Long before his 2016 presidential election bid, Trump dodged calls to reveal his tax returns. At the time of his bid, however, he refused to take part in a 40-year tradition carried out by presidential nominees to release tax returns to the public. During his initial run, Trump falsely claimed that he was unable to release his returns publicly while they were under audit, and throughout his presidency, he has avoided sharing them despite grand jury subpoenas. Fortunately, thanks to a piece published by The New York Times, they’re finally getting a chance to see the light of day.

On Sunday, The New York Times published the first of several reports examining Trump’s tax information.

In 2016, Trump became the first president since 1976 to not release his tax records. The decision promptly roused dismay and questions about whether the records carried “undisclosed conflicts of interest that may impair his ability to make impartial policy decisions.”

According to NYT’s latest exposé, Trump (a man who has long boasted about his wealth and has also claimed a net worth of billions of which he has also declared to be self-acquired) paid a mere total of $750 in federal income taxes in 2016 and 2017.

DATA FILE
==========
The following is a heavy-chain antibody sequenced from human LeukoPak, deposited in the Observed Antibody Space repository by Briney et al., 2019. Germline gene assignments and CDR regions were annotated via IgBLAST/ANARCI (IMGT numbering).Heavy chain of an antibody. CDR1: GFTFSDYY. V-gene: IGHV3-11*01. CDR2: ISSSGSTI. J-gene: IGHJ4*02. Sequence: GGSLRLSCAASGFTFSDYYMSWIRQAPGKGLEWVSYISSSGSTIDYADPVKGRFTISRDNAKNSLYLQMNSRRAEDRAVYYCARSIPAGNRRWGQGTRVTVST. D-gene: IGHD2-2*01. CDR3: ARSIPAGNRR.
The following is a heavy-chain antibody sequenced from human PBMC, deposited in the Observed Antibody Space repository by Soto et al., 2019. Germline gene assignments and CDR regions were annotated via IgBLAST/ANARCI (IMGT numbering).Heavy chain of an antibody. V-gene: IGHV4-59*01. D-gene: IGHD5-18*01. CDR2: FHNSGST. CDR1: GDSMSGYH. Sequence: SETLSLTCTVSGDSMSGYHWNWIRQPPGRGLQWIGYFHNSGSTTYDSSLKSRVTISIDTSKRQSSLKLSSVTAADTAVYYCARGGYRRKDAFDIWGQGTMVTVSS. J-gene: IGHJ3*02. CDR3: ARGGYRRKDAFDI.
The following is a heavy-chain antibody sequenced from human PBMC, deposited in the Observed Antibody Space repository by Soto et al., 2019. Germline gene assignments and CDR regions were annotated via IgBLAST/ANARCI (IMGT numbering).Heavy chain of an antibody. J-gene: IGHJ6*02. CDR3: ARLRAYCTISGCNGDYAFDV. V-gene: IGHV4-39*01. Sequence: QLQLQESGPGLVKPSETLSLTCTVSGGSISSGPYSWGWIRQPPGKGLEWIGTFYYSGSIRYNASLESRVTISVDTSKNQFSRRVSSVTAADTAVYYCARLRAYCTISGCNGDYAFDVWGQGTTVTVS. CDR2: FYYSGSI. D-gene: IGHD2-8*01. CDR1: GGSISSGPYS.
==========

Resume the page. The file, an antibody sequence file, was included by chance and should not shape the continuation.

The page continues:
While the Times report did not cover 2018 and 2019 tax filings, the newspaper looked into 18 years of Trump’s tax returns. They also looked into his business dealings as far back as 2000 and found that in 10 of those years, the president of the United States failed to pay any income taxes “largely because he reported losing much more money than he made.”

The Times also revealed that Trump “racks up chronic losses that he aggressively employs to avoid paying taxes” despite millions in income and property. In a statement for the piece, Alan Garten an attorney for the Trump Organization claimed to the Times that “most, if not all, of the facts, appear to be inaccurate.” NoteL the Times underlined that Garten appeared to be “conflating income taxes with other federal taxes.”